• Mapping demographics of every block and city in America

    December 16, 2010  |  Mapping

    Mapping America

    Government data technology has felt behind the times the past few years with outdated Java applets and such, which makes it tedious to look at all the data that is offerred. For example, if anyone understands the makeup of the United States, it's gotta be the people at the Census Bureau, but the tools for public access are rough around the edges.

    Luckily, we have the New York Times to move things along. Matthew Bloch, Shan Carter and Alan McLean apply their cartography skills to US Census data and let you explore a variety of demographics. It's like a demographic buffet. There are multiple maps across four topics: race and ethnicity, income, education, and housing and families.
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  • Filling in the black holes of the Facebook friendship map

    December 15, 2010  |  Mapping

    Facebook filled

    While it was fun looking at the worldwide connections on Facebook, I thought it was more interesting to look at the places where there were very few connections, where it looked pretty dark on Paul Butler's map. Some commented that was just a product of no people in those areas. Where there's no people, there's obviously no Facebook. This is true in many areas, but not all them.
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  • Growth in visual culture via science magazine pages

    December 15, 2010  |  Data Art

    Popular science magazine

    William Huber, Tara Zepel, and Lev Manovich compare magazine pages of Science and Popular Science.

    In the first three decades of its publication, Popular Science used very few images. In fact, if we compare Science and Popular Science in the 1880s, we discover that the latter was at first more “scientific.” While photographs and illustrations accompanied Science articles, Popular Science used only occasional graphs. Over time the two magazines reverse their visual strategies. Science banishes photographs and illustrations as they come to be considered inappropriate for proper scientific discourse. Popular Science moves in reverse direction becoming highly visual.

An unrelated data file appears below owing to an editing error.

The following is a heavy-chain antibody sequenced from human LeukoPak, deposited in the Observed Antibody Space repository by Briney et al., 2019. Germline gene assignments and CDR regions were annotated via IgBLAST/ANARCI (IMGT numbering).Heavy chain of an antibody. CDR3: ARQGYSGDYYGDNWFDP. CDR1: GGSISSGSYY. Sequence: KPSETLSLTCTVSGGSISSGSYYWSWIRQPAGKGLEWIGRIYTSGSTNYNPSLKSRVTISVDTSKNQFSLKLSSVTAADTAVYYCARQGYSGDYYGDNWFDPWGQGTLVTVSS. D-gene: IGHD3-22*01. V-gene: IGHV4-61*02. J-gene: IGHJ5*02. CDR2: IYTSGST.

Above are pages from Popular Science from 1872 to 2007.
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  • 10 Best Data Visualization Projects of the Year – 2010

    December 14, 2010  |  Visualization

    tourists in sf

    Data visualization and all things related continued its ascent this year with projects popping up all over the place. Some were good, and a lot were not so good. More than anything, I noticed a huge wave of big infographics this year. It was amusing at first, but then it kind of got out of hand when online education and insurance sites started to game the system. Although it's died down a lot ever since the new Digg launched.

    That's what stuck out in my mind initially as I thought about the top projects of the year. Then I went through the archives. There was a ton of great work, too. So much so that I've gone with the top ten data visualization projects of 2010, instead of the top five.

    One of the major themes for 2010 was using data not just for analysis or business intelligence, but for telling stories. People are starting to make use of the data (especially government-related) that was released in 2009, and there was a lot more data made available this year (with plenty more to come). There were also more visualization challenges and contests than I could count.

    So here are the top 10 visualization projects of the year, listed from bottom to top.
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  • Facebook worldwide friendships mapped

    December 13, 2010  |  Mapping

    United States Facebook connections

    As we all know, people all over the world use Facebook to stay connected with friends and family. You meet someone. You friend him or her on Facebook to keep in touch. These friendships began within universities, but today there are friendships that connect countries. Facebook engineering intern Paul Butler visualizes these connections:

    I defined weights for each pair of cities as a function of the Euclidean distance between them and the number of friends between them. Then I plotted lines between the pairs by weight, so that pairs of cities with the most friendships between them were drawn on top of the others. I used a color ramp from black to blue to white, with each line's color depending on its weight. I also transformed some of the lines to wrap around the image, rather than spanning more than halfway around the world.

    In other words, for each pair of countries with a friend in one country and a friend in the other, a line was drawn. The more friends and distance between two countries, the brighter the lines on a black-blue-white color scale. The "stronger" connections were drawn on top, so they are more visually prominent.

    It might remind you of Chris Harrison's maps that show interconnectedness via router configurations.